Mon 19th Mar 2018 - What is a Linear Actuator?

Article Posted by Jimmy Coleman on 23rd February, 2018 on Kollmorgen's Blog in Motion

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Answer: Quite simply, a linear actuator is a device that moves a load in a straight line.  Linear actuators come in many styles and configurations – our blog post today covers those actuators associated with motion control.

 

 

 

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Linear actuators are an important piece of the motion control picture.  There are so many methods of creating motion using rotary motors that I won’t go into all of them.  I probably couldn’t even list all of them in one sitting.  But, linear ballscrew, lead screw, and belt drive actuators offer a unique solution to linear motion applications.  The main advantage, other than converting rotary motion into linear motion, is the fact that they are self-contained.

KollmorgenThere are a few general types of actuators, commonly specified by their primary mechanical components.  Electric cylinders are those actuators that have a cylinder much like a hydraulic ram, which is controlled by an electric motor.  Rodless actuators are those actuators that don’t have the protruding cylinder or ram.  These have a carriage that traverses the length of the actuator.  And precision tables, although basically the same principal as the rodless actuator, have very high positioning precision.  Precision tables are designed to be mounted to a granite table and hold tight tolerances for straightness, flatness, and axial accuracy and repeatability.

The mechanisms usually consist of a coupling or gear reducer, and a lead screw or belt drive system.  Some actuators have the motor directly coupled to the screw shaft, but more often, there is a gear reduction between the motor shaft and the screw shaft.  This can be performed using a set of gears or a timing belt with pulleys.  The gear ratio is typically a speed reduction, which multiplies the motor’s torque.  The overall speed of the actuator’s motion is limited by this gear ratio.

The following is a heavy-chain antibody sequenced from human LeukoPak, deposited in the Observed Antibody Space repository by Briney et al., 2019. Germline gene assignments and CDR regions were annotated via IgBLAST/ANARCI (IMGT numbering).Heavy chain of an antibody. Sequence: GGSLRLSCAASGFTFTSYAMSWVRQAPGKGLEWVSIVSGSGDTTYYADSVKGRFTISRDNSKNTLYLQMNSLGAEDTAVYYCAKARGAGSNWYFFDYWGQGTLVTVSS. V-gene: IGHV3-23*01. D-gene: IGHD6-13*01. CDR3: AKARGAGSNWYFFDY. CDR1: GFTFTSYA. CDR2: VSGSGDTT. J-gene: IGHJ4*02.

In Part 2 of our blog post on Linear Actuators, we will explore a variety of the mechanism types which are used most frequently in motion control applications.

 


 

About The Author

Kollmorgen Jimmy Coleman is a Systems Engineer in the L2 Technical Support team in Kollmorgen Customer Support.  He graduated from Virginia Tech in 1999 with a B.S. in Civil Engineering.  Prior to working at Kollmorgen, Jimmy worked for a small company doing electrical and mechanical design and fabrication of customized instruments for analyzing petroleum products.  Jimmy started at Kollmorgen in 2004.  He is heavily involved in fieldbus communication protocols, along with supporting mechanical, servo, stepper, and programmable products in various applications.  He enjoys the challenge of finding solutions for interesting applications.  Most of Jimmy’s time away from work is spent enjoying time with his family.  Some frequent activities include working on the house and cars, going bowling and roller skating, and going to the beach.